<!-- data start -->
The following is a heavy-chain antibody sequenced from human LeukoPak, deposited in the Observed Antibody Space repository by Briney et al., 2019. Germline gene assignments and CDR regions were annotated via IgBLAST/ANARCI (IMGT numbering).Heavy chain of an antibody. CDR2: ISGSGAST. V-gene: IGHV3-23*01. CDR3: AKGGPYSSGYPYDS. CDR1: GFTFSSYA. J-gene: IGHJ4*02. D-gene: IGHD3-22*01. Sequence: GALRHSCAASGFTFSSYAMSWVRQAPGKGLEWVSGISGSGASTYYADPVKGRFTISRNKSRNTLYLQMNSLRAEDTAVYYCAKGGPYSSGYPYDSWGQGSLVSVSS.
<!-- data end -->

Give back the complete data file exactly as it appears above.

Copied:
The following is a heavy-chain antibody sequenced from human LeukoPak, deposited in the Observed Antibody Space repository by Briney et al., 2019. Germline gene assignments and CDR regions were annotated via IgBLAST/ANARCI (IMGT numbering).Heavy chain of an antibody. CDR2: ISGSGAST. V-gene: IGHV3-23*01. CDR3: AKGGPYSSGYPYDS. CDR1: GFTFSSYA. J-gene: IGHJ4*02. D-gene: IGHD3-22*01. Sequence: GALRHSCAASGFTFSSYAMSWVRQAPGKGLEWVSGISGSGASTYYADPVKGRFTISRNKSRNTLYLQMNSLRAEDTAVYYCAKGGPYSSGYPYDSWGQGSLVSVSS.